Abstract

The purpose of this study is to examine how documents used in new teacher induction and mentoring programs from five different school districts reflect and acknowledge the complexity of the programs of which they are a part. Extensive research has been conducted regarding various aspects of these two programs, often utilizing linear approaches to these programs. Research has called for analysis of the complexity of these programs. New teacher induction and mentoring documents were collected from each of the five districts, resulting in approximately 76 documents total. Documents were categorized into three main groups: mentor documents, mentee documents, and district documents. Each document was read and analyzed through two phases of data analysis. Phase I of analysis reports on the language contained in the documents related to seven emergent categories. Phase II of analysis connects the language of the documents of the seven emergent categories to the eight indicators of complexity as outlined by Davie and Sumara (2006). Two appendices contain the details of analysis, one appendix for each phase. Findings suggest that most documents contained elements reflecting and acknowledging the complexity of the two programs as well as elements of linear thinking. Lack of reflection of complexity is addressed. Suggestions for further research are given.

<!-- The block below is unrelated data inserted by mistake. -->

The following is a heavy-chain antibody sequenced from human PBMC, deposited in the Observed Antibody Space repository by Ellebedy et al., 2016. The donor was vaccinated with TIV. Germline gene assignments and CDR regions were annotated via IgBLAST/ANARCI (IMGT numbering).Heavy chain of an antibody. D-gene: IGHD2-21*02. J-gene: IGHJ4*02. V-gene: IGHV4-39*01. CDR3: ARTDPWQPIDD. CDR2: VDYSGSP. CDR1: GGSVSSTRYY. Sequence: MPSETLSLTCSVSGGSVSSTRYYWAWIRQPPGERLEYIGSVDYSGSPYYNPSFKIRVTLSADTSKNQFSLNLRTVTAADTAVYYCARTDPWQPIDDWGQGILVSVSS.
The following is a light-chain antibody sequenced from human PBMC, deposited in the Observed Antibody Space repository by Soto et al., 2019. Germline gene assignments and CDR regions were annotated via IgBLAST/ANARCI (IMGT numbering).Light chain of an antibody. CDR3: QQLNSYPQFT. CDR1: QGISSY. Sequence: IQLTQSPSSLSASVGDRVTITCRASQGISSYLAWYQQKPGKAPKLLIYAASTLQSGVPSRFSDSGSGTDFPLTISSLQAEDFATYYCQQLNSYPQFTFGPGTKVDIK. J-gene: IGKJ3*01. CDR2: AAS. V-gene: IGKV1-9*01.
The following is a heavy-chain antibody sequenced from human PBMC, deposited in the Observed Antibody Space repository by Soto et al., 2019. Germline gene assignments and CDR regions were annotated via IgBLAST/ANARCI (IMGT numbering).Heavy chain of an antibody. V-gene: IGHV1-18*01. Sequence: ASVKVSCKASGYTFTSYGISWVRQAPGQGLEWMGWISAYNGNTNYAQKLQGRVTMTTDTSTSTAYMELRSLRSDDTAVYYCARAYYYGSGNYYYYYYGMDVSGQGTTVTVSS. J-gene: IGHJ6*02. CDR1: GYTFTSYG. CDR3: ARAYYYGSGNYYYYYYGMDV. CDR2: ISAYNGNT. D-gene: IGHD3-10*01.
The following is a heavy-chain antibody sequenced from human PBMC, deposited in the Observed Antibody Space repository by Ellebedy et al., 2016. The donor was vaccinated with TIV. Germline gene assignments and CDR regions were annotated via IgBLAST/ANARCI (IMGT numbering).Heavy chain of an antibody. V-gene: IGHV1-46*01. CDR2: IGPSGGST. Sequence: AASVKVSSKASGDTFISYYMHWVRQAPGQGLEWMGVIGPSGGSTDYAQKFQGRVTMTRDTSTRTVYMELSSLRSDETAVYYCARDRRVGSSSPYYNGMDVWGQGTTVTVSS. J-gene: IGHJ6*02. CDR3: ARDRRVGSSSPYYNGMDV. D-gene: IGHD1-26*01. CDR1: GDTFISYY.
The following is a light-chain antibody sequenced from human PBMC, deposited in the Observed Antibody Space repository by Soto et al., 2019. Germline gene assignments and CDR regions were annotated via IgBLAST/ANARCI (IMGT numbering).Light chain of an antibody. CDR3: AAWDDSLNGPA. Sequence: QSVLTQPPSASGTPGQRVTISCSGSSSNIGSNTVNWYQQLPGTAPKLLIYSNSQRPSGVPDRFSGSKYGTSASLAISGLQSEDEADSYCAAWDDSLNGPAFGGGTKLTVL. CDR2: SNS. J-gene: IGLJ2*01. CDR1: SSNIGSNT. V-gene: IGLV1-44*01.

Degree

MA

College and Department

David O. McKay School of Education; Teacher Education

Rights

http://lib.byu.edu/about/copyright/

Date Submitted

2013-03-20

Document Type

Thesis

Handle

http://hdl.lib.byu.edu/1877/etd6098

Keywords

new teacher induction, mentoring program, complexity theory, document analysis

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